My rating: 3 of 5 stars
The Goblin Emperor is a delightfully refreshing fantasy novel replete with rich world building and a unique backdrop of gender and racial division that paints a poignant image of our own world’s challenges. Maia, the protagonist of mixed Elven and Goblin descent, becomes emperor when his father - who never communicates with him - and brothers are assassinated. Maia’s life is clearly in peril, the more so because he comes to court unacquainted with the political movers and shakers.
Rather than give spoilers I will concentrate on what I found rewarding about the story. First, Maia is a wonderful character with whom the reader becomes enchanted. It’s not the cute ear movement or his trustworthy nature (he is not naive because his cousin has been cruel to him since his mother died, guaranteeing that he knows everyone despises him for his goblin nature). No, the best part of Maia is his heart and faith in getting good outcomes by being just. Whether it’s entertaining the designs of engineers or his treatment of the other heirs, Maia has an excellent moral compass. Simply put, he needs a good heart more than cruel calculating mind to navigate the tricky political waters.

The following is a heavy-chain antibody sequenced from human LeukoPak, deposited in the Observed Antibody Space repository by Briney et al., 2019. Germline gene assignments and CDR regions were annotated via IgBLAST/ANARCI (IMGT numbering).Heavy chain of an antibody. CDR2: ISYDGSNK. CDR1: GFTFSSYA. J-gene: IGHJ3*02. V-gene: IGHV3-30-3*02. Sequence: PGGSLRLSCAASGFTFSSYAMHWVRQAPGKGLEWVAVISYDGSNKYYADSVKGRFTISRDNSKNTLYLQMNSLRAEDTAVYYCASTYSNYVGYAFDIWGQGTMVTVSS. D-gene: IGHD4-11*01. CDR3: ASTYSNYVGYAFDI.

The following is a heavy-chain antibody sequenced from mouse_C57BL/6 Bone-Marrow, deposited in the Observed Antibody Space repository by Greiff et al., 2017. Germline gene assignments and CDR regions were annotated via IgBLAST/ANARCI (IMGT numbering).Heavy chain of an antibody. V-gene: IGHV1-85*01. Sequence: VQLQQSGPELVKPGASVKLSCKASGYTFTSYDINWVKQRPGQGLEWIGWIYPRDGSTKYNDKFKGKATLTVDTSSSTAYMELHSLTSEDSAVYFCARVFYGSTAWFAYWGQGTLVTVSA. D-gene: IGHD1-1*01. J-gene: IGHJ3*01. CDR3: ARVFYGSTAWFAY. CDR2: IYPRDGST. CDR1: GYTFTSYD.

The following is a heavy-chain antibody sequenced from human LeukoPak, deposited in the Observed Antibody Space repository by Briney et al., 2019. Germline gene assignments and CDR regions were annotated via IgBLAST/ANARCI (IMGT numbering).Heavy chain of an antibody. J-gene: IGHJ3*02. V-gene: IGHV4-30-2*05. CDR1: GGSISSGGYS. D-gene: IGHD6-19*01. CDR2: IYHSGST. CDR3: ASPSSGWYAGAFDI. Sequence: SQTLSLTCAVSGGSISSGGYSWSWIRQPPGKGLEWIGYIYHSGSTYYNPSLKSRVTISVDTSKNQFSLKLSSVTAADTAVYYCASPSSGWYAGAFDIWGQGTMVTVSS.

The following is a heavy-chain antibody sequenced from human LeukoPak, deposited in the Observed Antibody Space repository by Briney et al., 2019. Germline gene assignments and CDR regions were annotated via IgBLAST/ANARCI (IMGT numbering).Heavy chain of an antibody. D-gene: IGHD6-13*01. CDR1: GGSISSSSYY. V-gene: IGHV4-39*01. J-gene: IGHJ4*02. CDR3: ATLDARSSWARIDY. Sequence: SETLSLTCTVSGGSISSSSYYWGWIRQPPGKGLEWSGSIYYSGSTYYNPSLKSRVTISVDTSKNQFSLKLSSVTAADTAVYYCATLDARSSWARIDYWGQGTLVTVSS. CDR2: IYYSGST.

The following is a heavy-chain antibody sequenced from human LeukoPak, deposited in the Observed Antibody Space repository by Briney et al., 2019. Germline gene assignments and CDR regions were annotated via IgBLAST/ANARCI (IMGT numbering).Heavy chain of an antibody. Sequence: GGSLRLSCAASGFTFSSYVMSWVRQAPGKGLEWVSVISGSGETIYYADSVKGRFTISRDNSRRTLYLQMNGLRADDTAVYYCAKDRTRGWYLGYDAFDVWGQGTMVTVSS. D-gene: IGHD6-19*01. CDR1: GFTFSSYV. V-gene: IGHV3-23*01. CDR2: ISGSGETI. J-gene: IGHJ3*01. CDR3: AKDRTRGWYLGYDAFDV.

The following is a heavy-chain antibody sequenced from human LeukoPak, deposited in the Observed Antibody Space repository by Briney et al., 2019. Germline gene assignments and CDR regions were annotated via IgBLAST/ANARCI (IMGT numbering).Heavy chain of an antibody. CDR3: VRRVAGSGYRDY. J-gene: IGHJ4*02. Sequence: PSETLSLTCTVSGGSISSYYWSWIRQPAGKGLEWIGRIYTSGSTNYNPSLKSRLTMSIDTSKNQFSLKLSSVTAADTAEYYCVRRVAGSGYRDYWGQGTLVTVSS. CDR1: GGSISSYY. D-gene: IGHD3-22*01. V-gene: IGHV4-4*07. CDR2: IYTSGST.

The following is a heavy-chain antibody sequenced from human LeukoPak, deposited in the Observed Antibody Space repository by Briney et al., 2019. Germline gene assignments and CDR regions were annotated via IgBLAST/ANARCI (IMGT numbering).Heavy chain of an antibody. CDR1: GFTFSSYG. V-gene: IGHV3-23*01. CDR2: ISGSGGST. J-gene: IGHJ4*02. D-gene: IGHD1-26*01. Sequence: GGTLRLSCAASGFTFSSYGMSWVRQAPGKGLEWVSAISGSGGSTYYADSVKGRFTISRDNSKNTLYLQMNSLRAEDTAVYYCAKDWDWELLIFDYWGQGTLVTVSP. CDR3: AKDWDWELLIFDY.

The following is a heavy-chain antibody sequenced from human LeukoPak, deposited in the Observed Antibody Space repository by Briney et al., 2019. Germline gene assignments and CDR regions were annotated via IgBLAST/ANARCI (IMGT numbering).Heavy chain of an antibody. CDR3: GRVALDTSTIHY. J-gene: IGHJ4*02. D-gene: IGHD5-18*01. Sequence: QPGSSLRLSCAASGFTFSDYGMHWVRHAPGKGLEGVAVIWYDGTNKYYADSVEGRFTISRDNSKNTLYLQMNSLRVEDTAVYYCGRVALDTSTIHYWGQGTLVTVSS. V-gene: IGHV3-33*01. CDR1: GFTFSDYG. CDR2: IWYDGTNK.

Another thing I loved in the story that will probably make many tear their hair out is the richness of the constructed language and the other aspects of the world building. It’s a unique place. There are elements of steampunk mixed with decidedly “low” high fantasy with blurry lines between intermarrying elves and goblins. The reader might assume (this one did) that the elves were delightful nature lovers full of song and magic à la Tolkien where the goblins are sinister creatures with hammers and swords for your babies in their cribs, but Katherine Addison (Sarah Monette) rises above the trite and makes the reader determine the merits of each individual not on their racial background, but their unique qualities as individuals. This works really well and it’s a big deal that she uses her voice to make this vital point.
Women in Maia’s world are fully repressed. They are essentially birthing modules for the next generation, vehicles by which political alliances are formed. Maia seems to accept the status quo at face value, while undermining it as he can. Again, it adds to his character to be so enlightened and also forces the reader to reflect on other fantasy worlds and how the gender divide is navigated.
What about the story? Again no spoilers, because if I tell you that everyone dies in the end, will you like the story more or less. It’s the path to the end, not the end itself, and the company you keep along the way. In The Goblin Emperor, you’re in good company.
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